In the time of the Buddha, there were thought to be 6 senses: seeing, hearing, smelling, tasting, touching, and thinking. Although it seems a little strange to us to see thought lumped together with the other 6, there’s nothing special about 5 senses. For one thing, we actually have far more. We have a sense of hunger and a sense of balance. We even have a weak sense of echolocation like bats. Five is just the Conventional number. And when you get past the idea of thoughts as being some you do and rather just a function of the body, it seems less strange to lump it together with the other senses.
Before I was enlightened, when I was still just a spiritual seeker, I wondered: what is the allure of the 6 senses? What is their drawback? And how can I be free of them?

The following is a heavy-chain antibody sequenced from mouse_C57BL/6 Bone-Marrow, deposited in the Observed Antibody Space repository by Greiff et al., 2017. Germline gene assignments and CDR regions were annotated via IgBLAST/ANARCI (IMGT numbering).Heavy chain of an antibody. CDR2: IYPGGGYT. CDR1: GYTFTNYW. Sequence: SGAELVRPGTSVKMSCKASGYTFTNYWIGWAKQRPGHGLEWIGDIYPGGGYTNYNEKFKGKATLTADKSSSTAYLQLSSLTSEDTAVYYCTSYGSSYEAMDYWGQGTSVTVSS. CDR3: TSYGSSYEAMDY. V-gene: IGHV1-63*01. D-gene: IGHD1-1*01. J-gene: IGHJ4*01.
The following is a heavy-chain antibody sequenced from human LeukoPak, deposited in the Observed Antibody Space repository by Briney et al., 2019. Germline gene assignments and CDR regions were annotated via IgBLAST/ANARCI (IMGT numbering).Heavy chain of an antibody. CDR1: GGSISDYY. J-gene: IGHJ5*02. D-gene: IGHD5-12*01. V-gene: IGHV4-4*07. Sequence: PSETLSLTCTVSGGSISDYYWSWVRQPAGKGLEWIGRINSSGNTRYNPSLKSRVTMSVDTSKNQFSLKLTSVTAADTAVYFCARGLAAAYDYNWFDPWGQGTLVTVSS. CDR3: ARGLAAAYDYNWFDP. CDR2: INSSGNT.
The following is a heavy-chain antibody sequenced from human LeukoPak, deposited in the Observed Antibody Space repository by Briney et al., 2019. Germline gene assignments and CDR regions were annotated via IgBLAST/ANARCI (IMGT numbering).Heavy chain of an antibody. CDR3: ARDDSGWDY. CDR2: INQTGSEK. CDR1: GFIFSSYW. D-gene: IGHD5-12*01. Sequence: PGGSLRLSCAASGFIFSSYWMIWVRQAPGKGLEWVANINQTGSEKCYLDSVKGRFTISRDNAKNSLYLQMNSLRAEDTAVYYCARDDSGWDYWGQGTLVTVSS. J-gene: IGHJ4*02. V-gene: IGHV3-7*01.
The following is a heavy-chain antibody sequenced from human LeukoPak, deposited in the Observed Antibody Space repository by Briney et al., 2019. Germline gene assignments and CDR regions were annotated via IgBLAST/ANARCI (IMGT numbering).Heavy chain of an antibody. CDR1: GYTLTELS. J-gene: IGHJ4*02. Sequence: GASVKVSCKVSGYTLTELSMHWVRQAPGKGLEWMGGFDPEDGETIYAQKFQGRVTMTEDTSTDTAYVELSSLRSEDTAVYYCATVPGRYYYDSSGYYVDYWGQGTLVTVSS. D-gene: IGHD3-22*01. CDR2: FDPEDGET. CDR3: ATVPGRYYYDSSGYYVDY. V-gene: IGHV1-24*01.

Then it occurred to me, the lure of the senses come from the pleasures that they bring. The drawback is that these pleasures are fleeting. It is therefore in their nature to bring suffering. The only way to be free of this suffering is to be free of desire from the pleasures that they bring.
Until I had seen for myself the lure, the drawback, and freedom from the 6 senses, I did not declare to the world of angels, gods, demons, spiritual seekers, priests, kings, and everyone else that I was awakened. But when I saw these things for myself, directly, only then did I declare my enlightenment.
And at that moment I understood: this freedom is unshakable. I will never be reborn. This is my last life.
-Pubbesambodha Sutta SN 35.13 (S iv 6)